In medicine, we have found that Americans are taking more prescription meds now than ever with nearly 16 million scripts written for painkillers each year. Medical advertisements are some of the most important ads people will see because they inform consumers that there is help for what ails them (Carroll 1). In this industry, one does not only advertise for a business, but also forms a “direct-to-consumer market” (Veronese, 3) with the public, over health matters. These brands have a big responsibility towards the American people, which I believe is overlooked by both individual businesses and networks all over the country. Last week, I read an interesting article in the New York Times, written by professor of family medicine and community health, Kurt Stange. Reading through it carefully, I can’t say I agree with everything the professor had to say, but one quote in particular caught my eye. He stated, "The complex decision to start a long-term medication should be motivated by the observations of teachers and parents and children -- not stimulated by rosy ads" (Stange 1). I agree with Stange that people should seek professional assistance in health matters when they are ill. I think what Stange is saying is that too many people think they need a medication because they show symptoms of an illness that a drug advertised on TV claims can heal them. If the attitude that, “I saw that ad on television, I think I should take that medicine," (Carroll 2) is what runs through people’s minds today, which I believe in some cases it is, then a warning flag should go up in our direction to make some changes. How can we go about changing medical advertising without running people out of business, but most importantly without further harming consumer health? Studies show that new drugs that feature direct-to-consumer advertising are prescribed nine times more than those that lack the consumer advertising (Veronese 5). The success of your companies may depend on advertising, but the health of society depends on your products. If you want to be sponsored by this network, your medical advertisements will have to meet the following requirements. First, all advertisements must be based on scientific evidence. We cannot just endorse your product because you give us money. Ads should be informed and informative. If I am going to support your business, I need to know that what you are selling has been researched and tested. Your drugs must be FDA approved and/or backed by clinical trials to ensure that the whole truth is conveyed to the public. It is essential that the public receives accurate information in regards to their health. Bombarding them with drugs that may not work is not safe and/or good for the general public.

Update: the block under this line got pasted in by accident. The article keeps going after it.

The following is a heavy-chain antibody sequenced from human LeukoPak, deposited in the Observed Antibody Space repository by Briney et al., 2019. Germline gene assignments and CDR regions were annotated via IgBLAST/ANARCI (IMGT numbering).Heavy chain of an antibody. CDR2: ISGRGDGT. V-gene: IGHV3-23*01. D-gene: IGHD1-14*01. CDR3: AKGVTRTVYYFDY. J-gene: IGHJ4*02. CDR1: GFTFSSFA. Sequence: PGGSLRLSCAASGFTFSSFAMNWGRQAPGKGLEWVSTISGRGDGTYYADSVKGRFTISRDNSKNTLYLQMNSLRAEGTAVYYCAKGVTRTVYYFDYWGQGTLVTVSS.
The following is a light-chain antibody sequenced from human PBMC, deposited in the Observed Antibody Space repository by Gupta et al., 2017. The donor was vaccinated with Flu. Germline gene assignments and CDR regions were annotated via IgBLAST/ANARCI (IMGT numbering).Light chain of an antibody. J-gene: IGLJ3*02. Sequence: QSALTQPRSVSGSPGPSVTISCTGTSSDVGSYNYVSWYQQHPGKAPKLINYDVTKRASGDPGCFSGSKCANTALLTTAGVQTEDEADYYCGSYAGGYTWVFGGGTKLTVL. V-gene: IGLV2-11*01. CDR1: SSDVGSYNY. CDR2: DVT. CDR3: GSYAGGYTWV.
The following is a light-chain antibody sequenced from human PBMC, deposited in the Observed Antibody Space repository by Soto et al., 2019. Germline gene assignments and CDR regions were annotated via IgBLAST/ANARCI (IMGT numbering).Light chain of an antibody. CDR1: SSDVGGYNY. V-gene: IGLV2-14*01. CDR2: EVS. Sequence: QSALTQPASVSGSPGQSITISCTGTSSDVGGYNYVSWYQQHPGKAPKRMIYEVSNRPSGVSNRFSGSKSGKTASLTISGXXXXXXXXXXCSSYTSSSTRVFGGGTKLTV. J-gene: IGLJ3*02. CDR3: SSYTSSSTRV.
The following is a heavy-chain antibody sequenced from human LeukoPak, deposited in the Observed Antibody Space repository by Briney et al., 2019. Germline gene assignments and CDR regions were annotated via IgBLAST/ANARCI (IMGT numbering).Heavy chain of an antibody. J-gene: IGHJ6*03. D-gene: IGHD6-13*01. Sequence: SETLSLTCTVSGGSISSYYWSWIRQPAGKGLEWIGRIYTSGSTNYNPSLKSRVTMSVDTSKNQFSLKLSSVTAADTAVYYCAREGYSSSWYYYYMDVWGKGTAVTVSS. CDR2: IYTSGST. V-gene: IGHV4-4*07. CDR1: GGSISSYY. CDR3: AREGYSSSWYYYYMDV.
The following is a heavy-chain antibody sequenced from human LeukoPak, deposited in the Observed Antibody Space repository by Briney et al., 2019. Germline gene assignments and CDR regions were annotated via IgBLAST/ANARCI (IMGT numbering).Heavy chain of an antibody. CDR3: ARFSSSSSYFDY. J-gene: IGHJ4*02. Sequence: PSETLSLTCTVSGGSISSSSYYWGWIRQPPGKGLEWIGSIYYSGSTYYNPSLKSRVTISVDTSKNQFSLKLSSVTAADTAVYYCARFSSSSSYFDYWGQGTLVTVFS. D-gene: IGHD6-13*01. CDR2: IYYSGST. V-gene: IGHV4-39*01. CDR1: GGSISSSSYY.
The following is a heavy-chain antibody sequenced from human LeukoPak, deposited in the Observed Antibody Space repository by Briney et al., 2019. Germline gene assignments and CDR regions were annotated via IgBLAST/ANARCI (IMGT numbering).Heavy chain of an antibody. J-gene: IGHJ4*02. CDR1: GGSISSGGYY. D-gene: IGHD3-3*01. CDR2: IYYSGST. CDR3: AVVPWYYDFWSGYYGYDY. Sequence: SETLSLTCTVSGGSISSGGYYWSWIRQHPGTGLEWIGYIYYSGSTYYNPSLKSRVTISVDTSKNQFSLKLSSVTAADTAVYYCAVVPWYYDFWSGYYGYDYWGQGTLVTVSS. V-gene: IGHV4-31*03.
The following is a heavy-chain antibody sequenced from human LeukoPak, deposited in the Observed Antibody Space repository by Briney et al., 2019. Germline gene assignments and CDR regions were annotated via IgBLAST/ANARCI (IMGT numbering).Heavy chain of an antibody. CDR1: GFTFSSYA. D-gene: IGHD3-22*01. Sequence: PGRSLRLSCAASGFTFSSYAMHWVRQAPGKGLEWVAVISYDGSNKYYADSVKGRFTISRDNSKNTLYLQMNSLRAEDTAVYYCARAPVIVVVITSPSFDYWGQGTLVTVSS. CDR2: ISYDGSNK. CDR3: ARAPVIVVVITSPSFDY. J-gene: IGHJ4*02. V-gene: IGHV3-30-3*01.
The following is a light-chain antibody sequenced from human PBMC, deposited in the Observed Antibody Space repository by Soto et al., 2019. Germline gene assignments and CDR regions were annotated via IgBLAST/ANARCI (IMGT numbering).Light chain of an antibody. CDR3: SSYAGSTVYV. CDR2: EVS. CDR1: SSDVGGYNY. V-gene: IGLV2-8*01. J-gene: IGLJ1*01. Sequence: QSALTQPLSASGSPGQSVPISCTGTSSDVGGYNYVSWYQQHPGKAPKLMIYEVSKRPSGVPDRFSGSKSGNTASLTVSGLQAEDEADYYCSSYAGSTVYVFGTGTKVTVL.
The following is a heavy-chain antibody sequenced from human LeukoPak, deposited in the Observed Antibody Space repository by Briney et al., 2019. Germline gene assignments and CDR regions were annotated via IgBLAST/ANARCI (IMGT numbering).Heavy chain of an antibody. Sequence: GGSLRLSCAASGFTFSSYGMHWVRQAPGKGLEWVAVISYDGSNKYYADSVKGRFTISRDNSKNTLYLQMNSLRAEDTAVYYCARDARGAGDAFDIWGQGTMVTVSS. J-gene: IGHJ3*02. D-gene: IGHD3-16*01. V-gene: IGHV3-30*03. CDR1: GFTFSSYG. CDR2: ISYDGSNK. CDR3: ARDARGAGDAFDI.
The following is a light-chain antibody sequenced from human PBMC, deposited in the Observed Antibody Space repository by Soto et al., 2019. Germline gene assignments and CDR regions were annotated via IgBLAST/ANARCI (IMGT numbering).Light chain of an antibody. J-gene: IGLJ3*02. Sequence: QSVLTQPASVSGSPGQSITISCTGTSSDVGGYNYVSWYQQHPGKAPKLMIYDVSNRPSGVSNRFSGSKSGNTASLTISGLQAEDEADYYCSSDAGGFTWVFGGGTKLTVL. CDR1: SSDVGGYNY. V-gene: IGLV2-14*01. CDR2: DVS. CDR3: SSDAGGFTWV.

Not only the consumers are impacted but also doctors who have to prescribe these medications. It puts physicians under a new kind of pressure. If I'm a doctor and I want to keep you as my patient and you come to me asking for Drug X, if giving you the prescription keeps you happy, I might just give it to you like that (Veronese 4). This dependence on drugs in America has grown immensely over time. Another study by Mr. Stange brought him to conclude that advertising provokes a subtle shift in our culture toward seeking a pill for every ill. Too often, a pill substitutes for more human responses to distress (Stange 1). All we want to do is help lower this dependency on drugs. Let us do our part to get people on a healthier track. We want to turn medical advertising from a consumer market, into a market of information. As you can see, restricting the domain of medical publicity is essential for the nation’s health.